Quality case often come with details you didn’t know to ask, but which help you build better machine. And here’s one: an extra PCI slot cover. There is some amount of room behind the ODD, but not enough breathing space for anything that generates heat, so SilverStone engineers added this slot there:
And here it is in use - perfect for getting couple of USB ports more and not blocking the already area around the real expansion card covers:
The USB PCI backplate cable is *just* long enough. Remember it needs to go between motherboard and VGA card, which requires an additional turn.
Here you can also see both ends of the ODD SATA cable, routed behind the MB:
Graphics card in place. This was the only “oops” on this rebuild: on the previous motherboard, M2A-VM, VGA slot was one spot higher, on M4A78-EM it’s one spot lower.. meaning the graphics cooler fans sit very, very close to the hard drive cages.
Do note that the fans face to different directions - this is intentional. At first they blew both away from the VGA card, but that heated HDD to uncomfortable levels, so I switched it around. This hurts GPU temps a tiny amount, but very little in practise, and helps HDD a lot. And because HDD dislikes temps over 40C, while GPU can handle up to 95C, shifting some thermal load from HDD to GPU is a good deal:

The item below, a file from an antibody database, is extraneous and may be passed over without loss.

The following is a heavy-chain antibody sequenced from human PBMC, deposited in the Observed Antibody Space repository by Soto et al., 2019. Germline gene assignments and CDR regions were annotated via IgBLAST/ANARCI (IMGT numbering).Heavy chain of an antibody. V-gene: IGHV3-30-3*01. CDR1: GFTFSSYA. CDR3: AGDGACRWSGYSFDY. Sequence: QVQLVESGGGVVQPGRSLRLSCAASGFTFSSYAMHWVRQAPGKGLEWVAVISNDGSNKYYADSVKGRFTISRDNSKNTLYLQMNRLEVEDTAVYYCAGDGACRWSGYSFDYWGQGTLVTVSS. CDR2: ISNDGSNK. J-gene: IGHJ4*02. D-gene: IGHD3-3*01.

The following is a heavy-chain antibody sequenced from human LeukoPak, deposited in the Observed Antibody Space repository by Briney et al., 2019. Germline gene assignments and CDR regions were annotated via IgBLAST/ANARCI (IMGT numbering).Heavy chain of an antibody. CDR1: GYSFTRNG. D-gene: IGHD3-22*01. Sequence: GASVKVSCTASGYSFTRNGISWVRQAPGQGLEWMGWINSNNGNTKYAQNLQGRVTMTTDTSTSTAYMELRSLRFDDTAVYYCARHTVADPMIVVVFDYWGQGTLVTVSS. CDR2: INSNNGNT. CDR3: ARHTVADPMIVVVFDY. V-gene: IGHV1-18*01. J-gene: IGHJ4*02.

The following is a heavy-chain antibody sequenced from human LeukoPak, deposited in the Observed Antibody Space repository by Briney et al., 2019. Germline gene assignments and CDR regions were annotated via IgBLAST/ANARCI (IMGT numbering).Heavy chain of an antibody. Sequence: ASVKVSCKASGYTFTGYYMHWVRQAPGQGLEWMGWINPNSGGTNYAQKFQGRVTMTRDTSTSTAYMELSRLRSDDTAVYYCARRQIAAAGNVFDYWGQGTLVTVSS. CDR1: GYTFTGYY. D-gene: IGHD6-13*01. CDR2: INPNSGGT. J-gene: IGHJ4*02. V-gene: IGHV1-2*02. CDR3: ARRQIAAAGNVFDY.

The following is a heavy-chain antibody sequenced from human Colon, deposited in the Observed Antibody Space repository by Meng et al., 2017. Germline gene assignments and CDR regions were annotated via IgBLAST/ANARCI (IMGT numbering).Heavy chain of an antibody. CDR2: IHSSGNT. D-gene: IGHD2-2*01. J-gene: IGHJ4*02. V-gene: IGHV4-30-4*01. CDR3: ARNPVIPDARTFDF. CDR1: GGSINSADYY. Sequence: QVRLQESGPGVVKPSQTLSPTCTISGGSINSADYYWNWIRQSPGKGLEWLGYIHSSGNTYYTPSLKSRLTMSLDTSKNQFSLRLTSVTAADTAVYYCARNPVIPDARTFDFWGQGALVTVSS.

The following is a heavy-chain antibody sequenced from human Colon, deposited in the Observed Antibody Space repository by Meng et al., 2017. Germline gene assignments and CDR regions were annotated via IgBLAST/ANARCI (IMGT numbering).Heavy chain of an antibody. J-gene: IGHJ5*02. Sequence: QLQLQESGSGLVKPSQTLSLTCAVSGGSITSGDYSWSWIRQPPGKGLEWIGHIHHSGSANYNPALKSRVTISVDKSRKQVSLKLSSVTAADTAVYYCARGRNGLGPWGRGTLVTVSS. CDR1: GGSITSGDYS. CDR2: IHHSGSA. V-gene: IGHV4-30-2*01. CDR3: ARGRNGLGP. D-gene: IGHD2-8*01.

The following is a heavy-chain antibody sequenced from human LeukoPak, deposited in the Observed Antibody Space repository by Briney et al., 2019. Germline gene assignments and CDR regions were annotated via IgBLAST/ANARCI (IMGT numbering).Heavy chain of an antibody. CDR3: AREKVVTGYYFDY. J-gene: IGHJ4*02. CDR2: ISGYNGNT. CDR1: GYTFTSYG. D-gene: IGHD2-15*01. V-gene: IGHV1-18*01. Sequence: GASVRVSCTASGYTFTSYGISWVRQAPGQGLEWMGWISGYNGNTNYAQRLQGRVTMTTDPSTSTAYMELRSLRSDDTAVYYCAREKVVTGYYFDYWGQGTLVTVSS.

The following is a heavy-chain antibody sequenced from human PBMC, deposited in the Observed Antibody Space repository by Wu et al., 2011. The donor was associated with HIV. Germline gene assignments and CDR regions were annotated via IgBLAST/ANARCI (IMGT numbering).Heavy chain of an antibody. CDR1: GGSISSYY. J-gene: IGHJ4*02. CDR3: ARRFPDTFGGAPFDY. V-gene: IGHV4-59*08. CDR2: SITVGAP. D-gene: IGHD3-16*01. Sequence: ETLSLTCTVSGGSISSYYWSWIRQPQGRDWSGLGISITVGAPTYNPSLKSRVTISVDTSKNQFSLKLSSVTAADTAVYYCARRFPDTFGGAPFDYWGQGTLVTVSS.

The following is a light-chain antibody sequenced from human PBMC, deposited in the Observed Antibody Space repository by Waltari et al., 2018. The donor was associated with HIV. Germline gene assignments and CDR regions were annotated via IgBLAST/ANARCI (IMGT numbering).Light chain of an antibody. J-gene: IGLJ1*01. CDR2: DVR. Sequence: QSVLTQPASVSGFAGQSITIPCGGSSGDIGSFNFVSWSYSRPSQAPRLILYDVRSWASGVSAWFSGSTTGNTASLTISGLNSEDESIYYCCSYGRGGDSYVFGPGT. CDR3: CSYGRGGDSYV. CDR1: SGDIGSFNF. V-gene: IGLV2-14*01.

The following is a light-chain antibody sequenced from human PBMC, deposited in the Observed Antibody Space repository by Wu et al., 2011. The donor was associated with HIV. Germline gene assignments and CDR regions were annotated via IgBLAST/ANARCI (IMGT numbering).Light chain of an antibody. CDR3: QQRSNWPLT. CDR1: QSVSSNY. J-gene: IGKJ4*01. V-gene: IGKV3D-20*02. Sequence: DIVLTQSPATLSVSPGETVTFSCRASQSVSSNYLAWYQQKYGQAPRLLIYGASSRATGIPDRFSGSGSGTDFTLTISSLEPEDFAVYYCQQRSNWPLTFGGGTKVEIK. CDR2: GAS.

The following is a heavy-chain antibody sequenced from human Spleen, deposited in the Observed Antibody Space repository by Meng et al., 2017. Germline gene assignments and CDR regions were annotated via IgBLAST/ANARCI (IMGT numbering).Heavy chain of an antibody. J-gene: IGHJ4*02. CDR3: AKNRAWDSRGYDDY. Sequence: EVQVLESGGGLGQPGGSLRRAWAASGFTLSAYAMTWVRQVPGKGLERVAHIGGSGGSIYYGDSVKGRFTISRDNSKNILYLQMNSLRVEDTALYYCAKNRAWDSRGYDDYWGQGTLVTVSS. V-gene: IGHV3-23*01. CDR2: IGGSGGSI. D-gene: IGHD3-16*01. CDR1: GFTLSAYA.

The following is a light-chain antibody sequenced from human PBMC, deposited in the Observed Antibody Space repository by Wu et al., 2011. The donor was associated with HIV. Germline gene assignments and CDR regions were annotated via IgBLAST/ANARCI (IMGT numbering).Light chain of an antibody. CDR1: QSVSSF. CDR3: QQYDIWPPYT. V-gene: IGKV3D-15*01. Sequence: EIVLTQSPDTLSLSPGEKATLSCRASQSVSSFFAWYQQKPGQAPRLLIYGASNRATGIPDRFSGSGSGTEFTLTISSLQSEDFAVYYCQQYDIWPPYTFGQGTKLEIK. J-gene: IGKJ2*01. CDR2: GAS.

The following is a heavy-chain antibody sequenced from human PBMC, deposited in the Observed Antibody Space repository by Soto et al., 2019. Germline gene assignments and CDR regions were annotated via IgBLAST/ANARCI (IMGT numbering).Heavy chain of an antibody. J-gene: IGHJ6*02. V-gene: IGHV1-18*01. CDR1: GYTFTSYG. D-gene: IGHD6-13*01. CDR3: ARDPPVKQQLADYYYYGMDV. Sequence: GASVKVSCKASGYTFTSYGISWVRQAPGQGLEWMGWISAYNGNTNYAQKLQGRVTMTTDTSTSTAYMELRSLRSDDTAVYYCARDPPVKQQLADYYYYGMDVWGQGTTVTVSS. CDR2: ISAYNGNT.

This S shaped piece of acrylic is the only totally custom part on this build, and plays a crucial role:
These black tabs are rubber foam; expensive and heavy, but very good at vibration insulation. Attached with hot glue.
The air guide (the S-shaped piece of acrylic) installed. The purpose of this is twofold: First, it directs air from the front fans towards the CPU/PSU intake area and second, it keeps the cables from the non-modular PSU out of the way of the said airflow:
The air guide friction fits between front panel connector PCB and case border, with help of the rubber foam tabs:
Air guide and PSU in place. The PSU is 380W model from SeaSonic S12II series. It’s 80Plus certified and one of the first sub-400W 80Plus PSUs on market back when it was bought. And 380W is already too much for this system, but because everyone and their dog believes bigger is better this was the best fit I could find.
Air guide and PSU in place, cables in their almost final places. As you can see, there’s a lot of spare cabling to store, and this is where the custom guide really shines:
All major components in place: